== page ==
Chico State’s short-film fest focuses on the narrative
“There was a man who made a tree just so he could chop it down.”
Those are the words of New York sculptor Christopher Robbins (now of Vranje, Serbia), and they’re from his short film, PlyTree, one of 15 narrative short films on the program of Chico State’s upcoming Narrative Shorts International Film & Video Festival at the University Art Gallery.
PlyTree is singled out by UAG curator Jason Tannen as being “very different from the others,” in that it documents a real-life action in time, and is “almost a perfect extension of [Robbins'] sculpture work.” The short chronicles Robbins’ making of a 14-foot tree from plywood, planting it outdoors, chopping it down, and milling it back into a sheet of plywood.
This past June, Tannen—who is also a filmmaker (his short, photograph-based, narrative noir film, The Pressman Negatives, was a Tinny Award nominee at the 2008 Swansea Bay Film Festival in Wales this past summer)—and University Film Series director Thomasin Saxe spent four days viewing the 54 short films submitted from around the world for consideration for the festival. They eliminated right off the bat those that did not meet the main criteria of being narrative in structure. In other words, they were looking for films “with a beginning, a middle and an end,” as opposed to being “abstract, structureless,” said Tannen.
“Some we selected are ‘slice-of-life'—fairly traditional in narrative form. They tell a story,” Tannen elaborated. “Others are quite artificial, and the story is minimal.”
This will mark the first time an all-film exhibition has ever been held in the gallery space.
The few occasions the gallery has screened films have been “primarily where a visual artist has worked tangentially in film,” Tannen pointed out, citing Seattle surrealist photographer Margot Quan Knight’s show in 2005 as the most recent example of a film-related art show held in the UAG.
“She had video that was strongly connected to her still photography, running on a TV monitor during her exhibition,” explained Tannen.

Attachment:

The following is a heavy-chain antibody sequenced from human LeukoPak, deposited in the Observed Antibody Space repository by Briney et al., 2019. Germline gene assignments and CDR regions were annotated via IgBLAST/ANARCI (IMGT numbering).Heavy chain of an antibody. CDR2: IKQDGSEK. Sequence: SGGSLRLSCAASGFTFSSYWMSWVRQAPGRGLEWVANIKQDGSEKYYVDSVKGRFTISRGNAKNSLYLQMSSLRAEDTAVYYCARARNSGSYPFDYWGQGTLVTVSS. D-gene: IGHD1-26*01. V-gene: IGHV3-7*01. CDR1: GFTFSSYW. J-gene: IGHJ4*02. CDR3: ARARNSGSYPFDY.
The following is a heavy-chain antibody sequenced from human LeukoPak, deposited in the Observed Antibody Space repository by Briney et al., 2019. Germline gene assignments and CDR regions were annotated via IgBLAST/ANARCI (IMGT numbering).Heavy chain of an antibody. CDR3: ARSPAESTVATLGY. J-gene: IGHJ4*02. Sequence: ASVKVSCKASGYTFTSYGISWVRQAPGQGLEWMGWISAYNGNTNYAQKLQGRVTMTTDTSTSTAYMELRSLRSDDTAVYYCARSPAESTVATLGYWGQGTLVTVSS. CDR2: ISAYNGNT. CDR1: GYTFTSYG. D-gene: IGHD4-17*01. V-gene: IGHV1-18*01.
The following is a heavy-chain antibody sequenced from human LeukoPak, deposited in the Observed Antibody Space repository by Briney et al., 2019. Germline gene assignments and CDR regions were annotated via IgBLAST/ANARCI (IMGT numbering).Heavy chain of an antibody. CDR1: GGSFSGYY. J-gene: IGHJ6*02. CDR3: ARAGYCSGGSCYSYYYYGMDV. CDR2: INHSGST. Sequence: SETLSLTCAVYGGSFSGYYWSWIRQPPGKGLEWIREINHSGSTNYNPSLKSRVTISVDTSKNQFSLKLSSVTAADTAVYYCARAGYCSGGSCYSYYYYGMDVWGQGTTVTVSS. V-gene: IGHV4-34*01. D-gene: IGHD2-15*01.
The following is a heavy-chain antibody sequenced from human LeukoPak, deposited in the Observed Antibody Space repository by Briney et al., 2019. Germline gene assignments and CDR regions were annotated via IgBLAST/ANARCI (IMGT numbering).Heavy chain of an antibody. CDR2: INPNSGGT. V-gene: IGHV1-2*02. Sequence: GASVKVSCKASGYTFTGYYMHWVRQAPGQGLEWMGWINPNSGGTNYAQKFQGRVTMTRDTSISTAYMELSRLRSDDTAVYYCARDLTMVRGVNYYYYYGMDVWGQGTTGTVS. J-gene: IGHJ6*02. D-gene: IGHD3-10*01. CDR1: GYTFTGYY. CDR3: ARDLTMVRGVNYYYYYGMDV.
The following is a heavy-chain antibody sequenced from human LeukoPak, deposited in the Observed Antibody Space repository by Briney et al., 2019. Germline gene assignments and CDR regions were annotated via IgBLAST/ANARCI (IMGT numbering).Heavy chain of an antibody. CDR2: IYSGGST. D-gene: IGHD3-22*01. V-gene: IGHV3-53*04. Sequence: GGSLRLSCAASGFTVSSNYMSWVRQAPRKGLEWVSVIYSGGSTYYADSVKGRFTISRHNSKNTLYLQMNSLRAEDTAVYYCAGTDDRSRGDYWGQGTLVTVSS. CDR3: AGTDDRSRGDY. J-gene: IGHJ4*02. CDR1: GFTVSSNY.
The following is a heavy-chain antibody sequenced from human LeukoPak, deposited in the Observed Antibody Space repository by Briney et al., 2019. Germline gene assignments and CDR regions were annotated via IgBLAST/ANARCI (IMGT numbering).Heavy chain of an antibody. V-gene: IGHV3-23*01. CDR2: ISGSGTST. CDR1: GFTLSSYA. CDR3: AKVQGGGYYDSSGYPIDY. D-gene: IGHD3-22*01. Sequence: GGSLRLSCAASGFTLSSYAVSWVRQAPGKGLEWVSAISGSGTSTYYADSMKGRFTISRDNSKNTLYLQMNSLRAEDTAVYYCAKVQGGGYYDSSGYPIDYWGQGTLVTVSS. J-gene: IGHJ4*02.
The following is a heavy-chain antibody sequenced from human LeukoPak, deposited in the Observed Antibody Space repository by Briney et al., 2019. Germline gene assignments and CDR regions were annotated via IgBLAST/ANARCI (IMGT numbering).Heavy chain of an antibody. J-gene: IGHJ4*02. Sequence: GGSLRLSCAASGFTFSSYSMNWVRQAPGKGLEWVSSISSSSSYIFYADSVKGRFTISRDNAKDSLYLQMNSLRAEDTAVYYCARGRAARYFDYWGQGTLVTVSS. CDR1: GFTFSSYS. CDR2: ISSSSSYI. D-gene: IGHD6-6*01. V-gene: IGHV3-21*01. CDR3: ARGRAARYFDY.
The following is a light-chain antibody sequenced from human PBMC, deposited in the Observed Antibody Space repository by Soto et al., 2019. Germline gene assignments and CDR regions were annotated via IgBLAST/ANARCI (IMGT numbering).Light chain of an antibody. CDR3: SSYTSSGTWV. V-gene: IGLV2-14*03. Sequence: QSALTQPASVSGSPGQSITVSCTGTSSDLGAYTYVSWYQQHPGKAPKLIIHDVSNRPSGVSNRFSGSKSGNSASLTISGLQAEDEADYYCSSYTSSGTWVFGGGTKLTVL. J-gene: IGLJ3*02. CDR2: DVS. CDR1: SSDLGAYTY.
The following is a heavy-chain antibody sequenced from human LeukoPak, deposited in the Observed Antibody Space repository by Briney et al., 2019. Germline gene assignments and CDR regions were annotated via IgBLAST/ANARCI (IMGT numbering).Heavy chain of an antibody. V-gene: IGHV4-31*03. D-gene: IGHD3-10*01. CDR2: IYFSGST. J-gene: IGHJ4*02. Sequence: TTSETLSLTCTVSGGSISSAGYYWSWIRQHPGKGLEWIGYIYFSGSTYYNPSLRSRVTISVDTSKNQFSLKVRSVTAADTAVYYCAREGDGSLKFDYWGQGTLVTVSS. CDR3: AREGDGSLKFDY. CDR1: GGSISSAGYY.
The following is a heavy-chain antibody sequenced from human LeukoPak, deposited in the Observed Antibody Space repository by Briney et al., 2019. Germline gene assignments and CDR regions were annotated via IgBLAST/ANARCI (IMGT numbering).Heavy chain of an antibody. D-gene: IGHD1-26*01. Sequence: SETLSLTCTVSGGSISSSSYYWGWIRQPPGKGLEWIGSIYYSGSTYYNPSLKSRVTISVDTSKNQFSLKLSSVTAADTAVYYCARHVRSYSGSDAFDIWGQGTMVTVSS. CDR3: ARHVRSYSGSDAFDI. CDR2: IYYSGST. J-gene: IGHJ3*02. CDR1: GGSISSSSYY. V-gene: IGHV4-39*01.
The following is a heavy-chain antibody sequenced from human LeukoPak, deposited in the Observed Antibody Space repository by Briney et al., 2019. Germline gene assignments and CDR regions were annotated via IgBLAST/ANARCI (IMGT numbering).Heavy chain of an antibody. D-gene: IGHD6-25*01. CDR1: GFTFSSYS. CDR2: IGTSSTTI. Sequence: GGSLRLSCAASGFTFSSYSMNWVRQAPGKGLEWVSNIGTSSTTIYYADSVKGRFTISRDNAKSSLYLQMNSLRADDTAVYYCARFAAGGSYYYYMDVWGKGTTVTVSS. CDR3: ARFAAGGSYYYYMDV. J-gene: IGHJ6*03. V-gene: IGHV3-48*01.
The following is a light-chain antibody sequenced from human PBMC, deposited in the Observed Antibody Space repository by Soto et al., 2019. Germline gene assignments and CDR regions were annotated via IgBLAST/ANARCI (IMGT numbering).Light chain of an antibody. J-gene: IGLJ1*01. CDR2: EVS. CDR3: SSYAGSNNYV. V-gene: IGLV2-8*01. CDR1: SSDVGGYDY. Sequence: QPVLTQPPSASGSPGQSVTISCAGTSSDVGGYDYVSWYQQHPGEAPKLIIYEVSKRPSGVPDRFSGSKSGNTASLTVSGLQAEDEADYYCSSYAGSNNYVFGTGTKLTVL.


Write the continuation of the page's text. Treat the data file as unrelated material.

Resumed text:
The upcoming 71-minute festival program will run continuously during gallery hours, and will also be shown at a special screening in the Little Theatre (Ayres 106) as part of the University Film Series on Nov. 18
Voor een paar knickers meer ("for a few marbles more") is an 11-minute film by Jelmar Hufen of The Netherlands about four 10-year-old kids who exact an inspired revenge on the two drunken bullies who kicked them out of their playground. Tannen points to Hufen’s film as a good example of a narrative that unfolds “in a very traditional way.”
Los Angeles filmmaker Terry Chakupt’s two pieces in the show—Trail Memories and First Snow—are more unusual. Both build a story around found footage. For First Snow, Chatkupt strung his parents’ 35mm photographs and Super 8 film footage from the 1970s into a kind of narrative. He then recorded the conversation he had with them as they watched the still-silent creation, and used the recording as the voiceover for the finished product.
Aleta Lanier, of Carbondale, Ill., weighs in with an innovative triptych of very short films—Deep-Down Plummet, Banished Zoo and Bathers. Bathers, the shortest of the three, lasts only one minute and 27 seconds.
Deep-Down Plummet is a completely charming film about a pink-frosted cake falling from a helicopter into the sea. A silent short with a soundtrack of slow, circus-like music, it is made up of a combination of close-up shots of textured surfaces, and undersea footage reminiscent of a Jacques Cousteau show, collaged together with drawings that further the narrative. The typewritten words at the bottom of the screen at times are pure poetry. “The crashing noise just burrowed in and stayed like a bellybutton,” reads the subtitle describing the sound of the cake falling to the bottom of the ocean.
What all of the narrative short films have in common, though, according to Tannen, is that “the presence and persona of the filmmaker [are] very much a part of the film. The creation is very much a part of the creator’s identity. And all of the films have a kind of rawness that comes out of this individuality.”